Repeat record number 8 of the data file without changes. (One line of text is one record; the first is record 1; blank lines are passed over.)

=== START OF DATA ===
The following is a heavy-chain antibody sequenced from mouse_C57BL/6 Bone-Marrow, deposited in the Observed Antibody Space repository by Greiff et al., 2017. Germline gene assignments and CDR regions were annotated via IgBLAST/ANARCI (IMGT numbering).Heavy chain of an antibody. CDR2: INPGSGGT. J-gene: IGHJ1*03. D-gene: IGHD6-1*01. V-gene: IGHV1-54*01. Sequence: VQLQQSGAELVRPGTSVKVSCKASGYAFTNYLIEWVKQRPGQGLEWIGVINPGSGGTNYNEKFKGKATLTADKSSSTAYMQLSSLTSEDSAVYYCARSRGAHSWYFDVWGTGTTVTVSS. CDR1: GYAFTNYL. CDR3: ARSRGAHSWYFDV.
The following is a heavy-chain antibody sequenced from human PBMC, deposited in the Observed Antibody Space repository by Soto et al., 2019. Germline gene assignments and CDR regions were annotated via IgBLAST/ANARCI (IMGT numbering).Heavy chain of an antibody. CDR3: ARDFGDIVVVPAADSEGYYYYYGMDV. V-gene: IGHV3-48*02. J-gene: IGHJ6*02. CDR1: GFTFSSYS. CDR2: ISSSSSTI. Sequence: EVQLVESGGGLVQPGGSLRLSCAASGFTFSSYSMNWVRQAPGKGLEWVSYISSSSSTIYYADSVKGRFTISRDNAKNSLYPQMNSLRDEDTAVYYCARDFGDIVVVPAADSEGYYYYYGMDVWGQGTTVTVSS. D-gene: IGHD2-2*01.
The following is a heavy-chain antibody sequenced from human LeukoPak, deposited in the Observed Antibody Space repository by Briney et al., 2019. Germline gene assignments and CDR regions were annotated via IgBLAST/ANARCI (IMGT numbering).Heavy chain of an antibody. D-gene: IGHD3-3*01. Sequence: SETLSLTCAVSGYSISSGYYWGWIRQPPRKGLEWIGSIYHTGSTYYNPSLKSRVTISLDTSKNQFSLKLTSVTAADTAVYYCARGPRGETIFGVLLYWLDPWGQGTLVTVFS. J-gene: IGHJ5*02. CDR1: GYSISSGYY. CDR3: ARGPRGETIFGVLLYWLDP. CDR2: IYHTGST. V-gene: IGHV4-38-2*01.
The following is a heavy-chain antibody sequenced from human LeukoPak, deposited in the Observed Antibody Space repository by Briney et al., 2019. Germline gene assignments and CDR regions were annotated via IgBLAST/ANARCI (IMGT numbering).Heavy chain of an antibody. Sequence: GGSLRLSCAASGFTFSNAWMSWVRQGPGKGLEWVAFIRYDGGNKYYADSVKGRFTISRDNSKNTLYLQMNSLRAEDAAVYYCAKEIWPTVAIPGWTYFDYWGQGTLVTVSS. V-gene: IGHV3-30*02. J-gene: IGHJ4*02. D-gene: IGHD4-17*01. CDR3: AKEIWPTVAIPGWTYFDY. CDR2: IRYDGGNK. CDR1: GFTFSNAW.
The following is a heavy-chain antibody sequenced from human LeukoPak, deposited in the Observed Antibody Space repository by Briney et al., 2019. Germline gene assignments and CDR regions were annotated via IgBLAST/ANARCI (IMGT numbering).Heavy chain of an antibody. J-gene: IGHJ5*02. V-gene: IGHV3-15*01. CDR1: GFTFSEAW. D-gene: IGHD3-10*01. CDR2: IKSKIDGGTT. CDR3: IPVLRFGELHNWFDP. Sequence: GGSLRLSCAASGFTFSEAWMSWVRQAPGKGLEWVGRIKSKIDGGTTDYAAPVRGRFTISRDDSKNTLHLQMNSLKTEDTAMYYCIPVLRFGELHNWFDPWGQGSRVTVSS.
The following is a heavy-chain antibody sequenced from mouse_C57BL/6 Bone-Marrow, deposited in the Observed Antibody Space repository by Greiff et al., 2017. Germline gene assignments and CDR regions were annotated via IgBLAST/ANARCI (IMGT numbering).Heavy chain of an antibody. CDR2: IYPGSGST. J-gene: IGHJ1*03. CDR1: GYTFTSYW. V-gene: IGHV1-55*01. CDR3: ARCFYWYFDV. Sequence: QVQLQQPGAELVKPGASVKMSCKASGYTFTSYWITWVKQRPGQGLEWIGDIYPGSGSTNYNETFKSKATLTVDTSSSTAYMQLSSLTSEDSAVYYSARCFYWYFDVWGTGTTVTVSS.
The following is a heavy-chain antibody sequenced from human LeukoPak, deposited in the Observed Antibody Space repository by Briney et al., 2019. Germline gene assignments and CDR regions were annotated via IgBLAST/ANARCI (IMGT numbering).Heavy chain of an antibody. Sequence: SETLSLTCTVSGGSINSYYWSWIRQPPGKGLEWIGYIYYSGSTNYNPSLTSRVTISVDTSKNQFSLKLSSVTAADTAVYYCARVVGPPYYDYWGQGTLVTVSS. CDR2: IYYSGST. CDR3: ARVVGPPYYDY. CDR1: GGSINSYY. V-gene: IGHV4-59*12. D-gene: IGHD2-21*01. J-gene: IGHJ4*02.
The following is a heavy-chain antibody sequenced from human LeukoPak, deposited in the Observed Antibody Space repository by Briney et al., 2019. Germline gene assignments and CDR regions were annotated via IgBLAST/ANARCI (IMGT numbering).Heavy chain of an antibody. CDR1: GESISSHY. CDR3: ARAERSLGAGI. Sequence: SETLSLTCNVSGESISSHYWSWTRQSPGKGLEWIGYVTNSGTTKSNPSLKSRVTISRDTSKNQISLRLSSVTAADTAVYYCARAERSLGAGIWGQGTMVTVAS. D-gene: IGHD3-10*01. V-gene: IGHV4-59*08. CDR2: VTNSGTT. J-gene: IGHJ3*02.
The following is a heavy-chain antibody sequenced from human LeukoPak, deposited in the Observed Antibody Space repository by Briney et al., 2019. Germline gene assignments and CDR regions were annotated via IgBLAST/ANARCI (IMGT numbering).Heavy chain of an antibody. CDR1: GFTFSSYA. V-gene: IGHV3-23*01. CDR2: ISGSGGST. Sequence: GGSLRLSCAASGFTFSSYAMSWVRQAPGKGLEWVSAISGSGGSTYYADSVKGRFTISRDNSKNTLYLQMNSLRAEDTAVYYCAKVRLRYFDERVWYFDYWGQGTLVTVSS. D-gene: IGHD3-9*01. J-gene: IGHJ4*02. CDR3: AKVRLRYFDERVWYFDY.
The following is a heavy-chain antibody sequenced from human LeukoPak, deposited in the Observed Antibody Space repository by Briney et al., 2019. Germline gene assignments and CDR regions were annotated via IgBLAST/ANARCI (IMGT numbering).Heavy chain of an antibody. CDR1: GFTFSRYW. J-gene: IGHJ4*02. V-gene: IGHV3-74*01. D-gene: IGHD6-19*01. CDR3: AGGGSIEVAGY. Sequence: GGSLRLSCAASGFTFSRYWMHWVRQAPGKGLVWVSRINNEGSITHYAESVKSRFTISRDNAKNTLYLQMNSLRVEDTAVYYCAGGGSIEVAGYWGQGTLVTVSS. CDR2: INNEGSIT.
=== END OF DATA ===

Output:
The following is a heavy-chain antibody sequenced from human LeukoPak, deposited in the Observed Antibody Space repository by Briney et al., 2019. Germline gene assignments and CDR regions were annotated via IgBLAST/ANARCI (IMGT numbering).Heavy chain of an antibody. CDR1: GESISSHY. CDR3: ARAERSLGAGI. Sequence: SETLSLTCNVSGESISSHYWSWTRQSPGKGLEWIGYVTNSGTTKSNPSLKSRVTISRDTSKNQISLRLSSVTAADTAVYYCARAERSLGAGIWGQGTMVTVAS. D-gene: IGHD3-10*01. V-gene: IGHV4-59*08. CDR2: VTNSGTT. J-gene: IGHJ3*02.